Sen. Toomey: Privacy Rules Might ‘Break The Internet’

Sen. Pat Toomey (R-PA)
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Federal legislative proposals to help consumers to effectively stop companies from tracking them online without their knowledge might “break the internet,” a key Republican senator working on the legislation said in a hearing on the issue on Wednesday.

“In a world where people voluntarily share very personal information on web sites like Facebook and Twitter on a daily basis, I’m not entirely sure what consumer expectations are when it comes to privacy, but I am sure that different consumers have different expectations about privacy,” said Sen. Pat Toomey (R-PA) in a Wednesday morning Senate Commerce Committee hearing on privacy and data security.

Toomey said he was worried that the legislative proposals currently being discussed in Congress are a “solution in search of a problem.”

“I’m sure no-one on this committee wants to break the internet, or limit many of the popular online services that consumers can access in order to avoid fundamentally altering the current online experience in creating these unintended consequences. I just urge that we all proceed with caution,” he said.

Toomey is the ranking member of Commerce’s Consumer Protection, Product Safety, and Insurance subcommittee.

The full Commerce Committee met Wednesday to garner the on-the-record views of the merits of two legislative proposals the committee is working on. Federal regulators with jurisdiction over consumer protection and telecommunications issues, industry representatives, and the Obama administration were there to weigh in.

Commerce Committee Chairman Sen. Jay Rockefeller (D-WV) has introduced a bill that proposes to give the Federal Trade Commission more power in enforcing technical measures that would help consumers to opt out of being tracked.

Sen. John Kerry (D-MA) has co-sponsored a bill with Sen. John McCain, (R-AZ) they’ve called the Commercial Bill of Rights Act of 2011.

The legislation would create the nation’s first comprehensive privacy law. The proposed legislation would pre-empt the multitude of state laws in place right now that address issues like the selling of sensitive personal information, and what companies should do, and are liable for, if customers’ data is breached.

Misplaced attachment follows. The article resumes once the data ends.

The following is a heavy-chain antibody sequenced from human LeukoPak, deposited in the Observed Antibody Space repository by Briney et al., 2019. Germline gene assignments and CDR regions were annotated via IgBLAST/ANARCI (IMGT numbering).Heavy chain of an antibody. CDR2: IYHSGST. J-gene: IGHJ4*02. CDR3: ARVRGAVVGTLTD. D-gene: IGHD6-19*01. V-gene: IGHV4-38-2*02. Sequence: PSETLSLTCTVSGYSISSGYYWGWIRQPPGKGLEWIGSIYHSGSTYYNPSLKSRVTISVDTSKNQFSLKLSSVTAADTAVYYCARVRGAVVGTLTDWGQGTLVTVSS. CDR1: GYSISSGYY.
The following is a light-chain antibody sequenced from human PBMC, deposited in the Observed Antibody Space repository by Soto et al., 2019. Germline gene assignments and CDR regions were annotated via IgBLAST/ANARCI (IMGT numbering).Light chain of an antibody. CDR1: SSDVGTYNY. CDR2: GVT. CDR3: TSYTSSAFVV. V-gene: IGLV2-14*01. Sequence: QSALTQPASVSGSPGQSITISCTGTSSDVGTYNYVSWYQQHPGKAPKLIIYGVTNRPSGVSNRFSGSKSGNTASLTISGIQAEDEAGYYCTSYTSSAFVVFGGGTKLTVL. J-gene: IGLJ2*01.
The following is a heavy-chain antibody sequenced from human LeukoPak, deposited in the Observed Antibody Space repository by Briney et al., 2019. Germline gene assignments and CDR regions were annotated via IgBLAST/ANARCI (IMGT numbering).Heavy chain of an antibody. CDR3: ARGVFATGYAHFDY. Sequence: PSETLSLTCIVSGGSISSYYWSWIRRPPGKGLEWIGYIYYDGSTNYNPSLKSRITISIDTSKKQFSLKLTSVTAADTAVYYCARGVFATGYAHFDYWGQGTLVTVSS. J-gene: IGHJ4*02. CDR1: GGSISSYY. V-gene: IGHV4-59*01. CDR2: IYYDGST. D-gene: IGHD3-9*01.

The proposals are just two of dozens of bills under active consideration in both houses of Congress as lawmakers struggle to figure out what their role is in a data-driven society where everyone and everything is connected to each other, and there is no clear common cultural understanding of what “privacy” means.

As Toomey’s statements suggested, the committee is at an impasse over which effective measures can be implemented legally.

“We’ve got a problem here in trying to get a federal consensus to pass legislation if there’s not a baseline level of understanding and acceptance of what we’re doing here,” Kerry said, responding to Toomey’s remarks.

“I’ve been on this committee for a long time now, and I have fought diligently to protect the open architecture, not to tax, to have net neutrality, do all the things necessary, but I do believe that it’s imperative to have some kind of standard by which people are acting here,” he said.

“I don’t believe that this is a problem looking for a solution,” said Julie Brill, a Federal Trade Commissioner who testified at the hearing.

The issue in online and location-based tracking isn’t about automatically placing restrictions on internet companies, she and many of the other panelists made clear. It’s about getting companies to disclose and make clear to their users and customers what information they’re collecting, and giving them an easy choice to make about how, where and if they want to be tracked.

Brill mentioned the use of mobile apps as an example — many companies that build apps either don’t have privacy policies, or policies that are so long that they’re incomprehensible.

Cam Kerry, general counsel at the Commerce Department, said that surprisingly, many companies had actually asked the Administration to enact comprehensive federal privacy legislation.

Like the other panelists, Austin Schlick, the Federal Communications Commission’s general counsel, said that that development could be a desire to create a trustworthy environment online.

Part of the Obama Administration’s National Broadband Plan addresses privacy issues. It notes that a lack of privacy online could discourage consumers from wanting to sign up for service.

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